I think the film plays a lot of with expectations, but turns them on their heads. Each character in the film is essentially a representative for a large portion of society. That doesn’t leave room for comical cut-out characters. It was important to me that they remain layered, and that each of them has their own wants and desires. In today’s global society, it’s so easy to interact with people from vastly different backgrounds, and it’s easy to get along. I wanted to touch on the idea of what happens to those relationships when we stop ignoring the sins of our fathers.
There are few interesting visual flourishes, like the upside-down placement of the camera in the moving car, signalling something ominous. Where did that come from?
To veer away a little from the obvious connection with found-footage films, we wanted to make sure that our shots remain more composed. Typically, in these faux-docu style films, the camera simply reacts to what is happening, framing up the most extreme action with little foresight or intuition. Although the camera in our film is an active camera and a prop, we wanted to make sure the pacing and tone of the film is more controlled, and traditional, and therefor, we took care in planning our framing and camera movements.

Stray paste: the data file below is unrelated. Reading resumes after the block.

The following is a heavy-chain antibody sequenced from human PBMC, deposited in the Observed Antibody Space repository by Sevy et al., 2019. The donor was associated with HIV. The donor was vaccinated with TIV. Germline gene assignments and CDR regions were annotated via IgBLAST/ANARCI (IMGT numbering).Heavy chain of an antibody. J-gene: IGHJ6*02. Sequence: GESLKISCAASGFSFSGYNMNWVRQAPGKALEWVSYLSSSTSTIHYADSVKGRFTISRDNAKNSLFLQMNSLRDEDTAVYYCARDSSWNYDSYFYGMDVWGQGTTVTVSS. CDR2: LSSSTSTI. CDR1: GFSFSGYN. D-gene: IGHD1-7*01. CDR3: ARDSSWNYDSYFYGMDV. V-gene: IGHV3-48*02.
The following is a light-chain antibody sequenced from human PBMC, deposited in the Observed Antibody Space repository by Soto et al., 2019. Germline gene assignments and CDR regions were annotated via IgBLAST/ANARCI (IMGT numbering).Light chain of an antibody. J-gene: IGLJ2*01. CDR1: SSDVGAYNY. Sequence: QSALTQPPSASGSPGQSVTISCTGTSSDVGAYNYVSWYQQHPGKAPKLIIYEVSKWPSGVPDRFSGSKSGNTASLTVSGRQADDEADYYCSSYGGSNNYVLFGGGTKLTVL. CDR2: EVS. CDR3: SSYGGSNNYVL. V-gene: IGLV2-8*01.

What’s considered valorous aspect of colonialism is in truth the evidence of long-lasted abuse. Going by Victor’s final act, do you think there’s no way for mending this distorted perception (for the sake of preserving legacy)?
I understand people’s desire to hold onto legacy; to keep the image of their heroes intact. However, I think it’s dangerous, and leads to all sorts of ills, like jingoism and nationalism. Why feel pride for the accomplishment of others? It makes no sense to me. I think it’s a good idea to learn about the deeds of leaders, and the long-lasting pros and cons of their endeavors, but I don’t feel we need to immortalize them as god-like and mint their faces onto coins. Everyone’s champion is someone else’s tyrant. For example, as the European Union decided to share currency, member countries ran into some trouble in what to depict on the currency. France may want to honor Napoleon, but those same euros being spent in surrounding countries, where Napoleon is seen as a dictator and invader, is inappropriate. The United States is struggling right now with statues and monuments built in honor of Southern slave-owners. I’m baffled it’s taken them so long to take down these statues.
In the film, Dorian goes ‘there’s only one reality, truth is truth’. What’s your view on artistic version of reality?
Technically, I agree with Dorian. Objectively, there is only one truth. However, on an individual basis, that doesn’t really matter. We all perceive events differently, and our perception is all that matters to us, subjectively. All we can hope is to communicate well, so that we all can feel and acknowledge each others subjective realities.
What’s your next project? Is there any particular idea or theme you are currently fixated upon?
Shoaib Lokhandwala and I have formed our production company, Corsaire Films, off the back of Victor’s History. We have a few projects in the pipeline, including an animated feature film for adults. Following in Victor’s History’s steps, we have another micro-budget project in the works; this time, a time-travel movie that takes place entirely in one location. We are also putting together some ambitious projects to shoot in India, which I consider my second home, and my muse.